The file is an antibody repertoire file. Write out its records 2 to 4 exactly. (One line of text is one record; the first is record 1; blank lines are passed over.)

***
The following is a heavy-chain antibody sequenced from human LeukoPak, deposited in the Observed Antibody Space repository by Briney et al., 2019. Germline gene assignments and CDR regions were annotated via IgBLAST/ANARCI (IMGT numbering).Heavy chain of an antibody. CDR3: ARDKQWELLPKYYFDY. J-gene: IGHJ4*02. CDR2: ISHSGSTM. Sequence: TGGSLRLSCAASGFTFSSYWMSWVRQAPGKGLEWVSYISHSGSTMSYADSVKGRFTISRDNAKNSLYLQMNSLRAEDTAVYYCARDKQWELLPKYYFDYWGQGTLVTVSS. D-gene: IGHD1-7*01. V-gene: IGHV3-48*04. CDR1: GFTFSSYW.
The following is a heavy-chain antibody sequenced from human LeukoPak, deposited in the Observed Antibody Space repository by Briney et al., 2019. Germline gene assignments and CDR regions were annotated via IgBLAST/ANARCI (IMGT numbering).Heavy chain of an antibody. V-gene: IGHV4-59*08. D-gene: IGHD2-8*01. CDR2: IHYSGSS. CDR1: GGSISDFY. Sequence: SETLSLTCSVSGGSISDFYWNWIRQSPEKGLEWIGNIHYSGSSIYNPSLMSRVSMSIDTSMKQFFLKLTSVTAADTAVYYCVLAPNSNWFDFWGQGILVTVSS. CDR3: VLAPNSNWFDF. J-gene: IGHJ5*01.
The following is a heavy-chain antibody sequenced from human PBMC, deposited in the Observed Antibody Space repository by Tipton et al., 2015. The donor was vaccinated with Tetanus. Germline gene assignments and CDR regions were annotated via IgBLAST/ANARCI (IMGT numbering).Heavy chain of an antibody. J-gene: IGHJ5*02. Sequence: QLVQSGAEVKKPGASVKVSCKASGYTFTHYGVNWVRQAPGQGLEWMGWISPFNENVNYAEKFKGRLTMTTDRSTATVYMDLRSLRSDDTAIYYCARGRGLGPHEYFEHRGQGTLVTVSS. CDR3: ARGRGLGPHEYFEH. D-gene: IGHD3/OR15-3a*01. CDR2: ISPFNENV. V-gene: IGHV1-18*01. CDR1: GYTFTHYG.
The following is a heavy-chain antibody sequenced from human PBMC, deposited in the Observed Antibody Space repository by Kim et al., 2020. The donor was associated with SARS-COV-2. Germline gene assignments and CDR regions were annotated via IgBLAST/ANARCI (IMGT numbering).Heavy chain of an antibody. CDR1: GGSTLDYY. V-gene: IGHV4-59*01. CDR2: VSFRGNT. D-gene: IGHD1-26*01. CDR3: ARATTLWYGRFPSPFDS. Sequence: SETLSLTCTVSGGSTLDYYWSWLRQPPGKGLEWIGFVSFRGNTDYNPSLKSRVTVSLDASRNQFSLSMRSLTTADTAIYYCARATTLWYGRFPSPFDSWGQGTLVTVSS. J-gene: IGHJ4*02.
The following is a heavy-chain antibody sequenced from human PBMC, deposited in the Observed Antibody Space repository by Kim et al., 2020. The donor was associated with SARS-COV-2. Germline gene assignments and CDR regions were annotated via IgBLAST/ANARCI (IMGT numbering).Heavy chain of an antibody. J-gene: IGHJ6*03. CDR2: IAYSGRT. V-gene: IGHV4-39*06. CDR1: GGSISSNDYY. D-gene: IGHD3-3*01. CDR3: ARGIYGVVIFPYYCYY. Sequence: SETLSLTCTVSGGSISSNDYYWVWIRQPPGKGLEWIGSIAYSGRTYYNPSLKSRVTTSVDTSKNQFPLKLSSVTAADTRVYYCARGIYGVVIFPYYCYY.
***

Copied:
The following is a heavy-chain antibody sequenced from human LeukoPak, deposited in the Observed Antibody Space repository by Briney et al., 2019. Germline gene assignments and CDR regions were annotated via IgBLAST/ANARCI (IMGT numbering).Heavy chain of an antibody. V-gene: IGHV4-59*08. D-gene: IGHD2-8*01. CDR2: IHYSGSS. CDR1: GGSISDFY. Sequence: SETLSLTCSVSGGSISDFYWNWIRQSPEKGLEWIGNIHYSGSSIYNPSLMSRVSMSIDTSMKQFFLKLTSVTAADTAVYYCVLAPNSNWFDFWGQGILVTVSS. CDR3: VLAPNSNWFDF. J-gene: IGHJ5*01.
The following is a heavy-chain antibody sequenced from human PBMC, deposited in the Observed Antibody Space repository by Tipton et al., 2015. The donor was vaccinated with Tetanus. Germline gene assignments and CDR regions were annotated via IgBLAST/ANARCI (IMGT numbering).Heavy chain of an antibody. J-gene: IGHJ5*02. Sequence: QLVQSGAEVKKPGASVKVSCKASGYTFTHYGVNWVRQAPGQGLEWMGWISPFNENVNYAEKFKGRLTMTTDRSTATVYMDLRSLRSDDTAIYYCARGRGLGPHEYFEHRGQGTLVTVSS. CDR3: ARGRGLGPHEYFEH. D-gene: IGHD3/OR15-3a*01. CDR2: ISPFNENV. V-gene: IGHV1-18*01. CDR1: GYTFTHYG.
The following is a heavy-chain antibody sequenced from human PBMC, deposited in the Observed Antibody Space repository by Kim et al., 2020. The donor was associated with SARS-COV-2. Germline gene assignments and CDR regions were annotated via IgBLAST/ANARCI (IMGT numbering).Heavy chain of an antibody. CDR1: GGSTLDYY. V-gene: IGHV4-59*01. CDR2: VSFRGNT. D-gene: IGHD1-26*01. CDR3: ARATTLWYGRFPSPFDS. Sequence: SETLSLTCTVSGGSTLDYYWSWLRQPPGKGLEWIGFVSFRGNTDYNPSLKSRVTVSLDASRNQFSLSMRSLTTADTAIYYCARATTLWYGRFPSPFDSWGQGTLVTVSS. J-gene: IGHJ4*02.